12. At the time of thaw, we assign the 5 day outdate (expires at 23:59, which is very nice!) and use the 'THAWED PLASMA' versions of the Product Codes (NOT the 'Thawed NNNN' version!) I didn't see the sense of putting extra steps in the process (i.e. relabel after 24hrs). Here are the ISBT128 Codes that we use (we are 100% FP24). We used Hematrax for labeling ... I don't know where you'd get all these labels if you needed them. We also have the policy that during an emergency (or MD can't wait), we issue whatever is already thawed according to outdate, not ABO Group. Exception: We do not is
  13. We did a 'validation' and found it took about an hour for 'just thawed' plasma to cool to below 6oC in the refrigerator. Given that, if we issue Thawed Plasma within the hour from thaw time, we put a notation 'Issued Prior to Cooling'. If it comes back, it is not expected to be less than 6oC, obviously, so here's our criteria for returning the product to inventory: (Rationale: Room Temperature stored products, e.g. Cryo, are 'good' for 6hrs after thaw.) Thawed Plasma: ‘Issued prior to Cooling’ and it is less than 6 hours from THAW time.Issued after cooling to 1-6oC and meets the same criter
  14. Ditto. There are just too many reasons for the ? to create a single instruction.
  15. To add to the above (and yes, there are many versions of the 'Extensions') ... Our 'extension' is 5 days, that works for us. If a patient is being drawn earlier than 5 days or refuses to wear the BB Band, Antibody Screen is ordered and a notation is made in the chart to draw a Pretransfusion sample the morning of surgery. The result of the Antibody Screen gives us the information we need to be ready for the surgical date. BTW: We locate our specimens by the date drawn ... placed in dated racks. The computer displays the draw date so they are easy to find when needed.
  16. EXACTLY! We shouldn't be talking 'least incompatible' anymore and we need to teach our MDs to stop talking that way, too. BTW: Since it is under the BB MD license to choose blood for patients, we do not put this burden on the ordering MD who is likely not well versed in all these BB variables. We have written protocol regarding how to deal with warm/cold panagglutinins which I won't go into on this string. But, I will say if we have to give out RBCs that are truly incompatible, it is because we are not given the time to find antigen-negative RBCs or to complete our investigative testi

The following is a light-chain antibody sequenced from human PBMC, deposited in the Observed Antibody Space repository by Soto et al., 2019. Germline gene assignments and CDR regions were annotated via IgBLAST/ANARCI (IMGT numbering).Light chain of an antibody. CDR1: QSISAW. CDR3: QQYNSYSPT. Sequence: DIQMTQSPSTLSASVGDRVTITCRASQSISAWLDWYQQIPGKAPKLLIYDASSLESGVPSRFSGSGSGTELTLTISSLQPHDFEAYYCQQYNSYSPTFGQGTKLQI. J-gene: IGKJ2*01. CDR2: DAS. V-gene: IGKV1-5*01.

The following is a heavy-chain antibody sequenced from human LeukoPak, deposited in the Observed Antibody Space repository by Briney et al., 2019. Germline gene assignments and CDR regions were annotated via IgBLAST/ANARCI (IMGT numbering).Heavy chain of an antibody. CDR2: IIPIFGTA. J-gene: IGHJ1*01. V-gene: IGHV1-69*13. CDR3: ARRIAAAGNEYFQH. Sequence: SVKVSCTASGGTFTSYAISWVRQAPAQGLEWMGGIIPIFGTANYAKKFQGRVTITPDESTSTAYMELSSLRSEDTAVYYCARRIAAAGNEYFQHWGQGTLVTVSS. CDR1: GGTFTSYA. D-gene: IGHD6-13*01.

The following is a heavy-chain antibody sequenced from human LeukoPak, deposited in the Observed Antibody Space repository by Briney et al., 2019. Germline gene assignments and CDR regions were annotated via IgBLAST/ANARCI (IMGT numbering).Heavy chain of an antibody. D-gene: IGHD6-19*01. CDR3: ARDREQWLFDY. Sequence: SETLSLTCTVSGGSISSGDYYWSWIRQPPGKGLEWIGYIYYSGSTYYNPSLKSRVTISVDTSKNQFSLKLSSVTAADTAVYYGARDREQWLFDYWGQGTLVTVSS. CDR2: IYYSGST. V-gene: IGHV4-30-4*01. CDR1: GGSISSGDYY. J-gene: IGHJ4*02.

17. DITTO! We do the workup/tests ONLY if clinically indicated, i.e. no 'routine orders', must be ordered by the pediatrician for a reason. We do perform 'Rh-Only' on the cord blood of Rh-neg mothers because we need that test result to determine if she needs Rh-Immune Globulin.
  18. If the DAT is positive (we use gel, but if we happen to use tube testing then yes, everything counts) AND the patient has been transfused recently (still debating the definition of 'recently'), we prepare and test an eluate. Keeping in mind that even if the entire unit were transfused, only approximately 10% of the circulating RBCs in the patient will be donor cells ... now remove those donor cells that are being destroyed ... so, ummm, why do we expect a strong positive DAT then? (We actually had a mistransfusion (nurses not doing the ID of the patient because 'they know who they are worki
  19. We do everything except require a Post-Transfusion specimen (hence, no post-transfusion specimen DAT, ABO/Rh Recheck, Antibody Screen repeat). 'Everything Else' = Clerical Checks, Inspection of the unit/IV tubing/IV Fluid, Documentation and Pathologist Evaluation. Yes, as some of you have stated, it is important to consider 'all those other things' that can cause adverse reactions ... it's not all about RBC Incompatibility.
  20. Ok, so perhaps once out of temp for an hour does 'no harm', how about twice, three times, four times, etc. And I disagree with the unit staying within temperature for up to 60 minutes (were these in the days of 'whole blood'?). We take the temperature of returned units and I have yet to see one last longer than 15 minutes 'out there in the unlimited unknown environments'. Nevertheless, the very bottom line is: So what do you tell the FDA (or AABB or CAP) Inspector when they cite the 'store at 1-6oC, transport at 1-10oC' regulation?
  21. Ditto re the reasoning. However, we don't issue RBCs until we have completed the following: If we cannot circumvent the auto antibody using other methods (which is more often than not) then we send samples to our local Red Cross Reference Lab for differential absorptions to determine if there are any underlying allo-antibodies. If negative, then there is no 'clinically signficant antibody' and we crossmatch/issue RBCs Imm Spin. If positive, we honor the identifiedantibody by selecting antigen negative RBCs but we still skip the extended crossmatch because we all know it's going to be posi
  22. Ditto except the FDA forced us change the criteria to 1-6oC because the unit is considerd 'stored' not 'transported' once it has stopped moving from one place to another. (Someday they will fix this unsubstantiated dual temperature requirement.)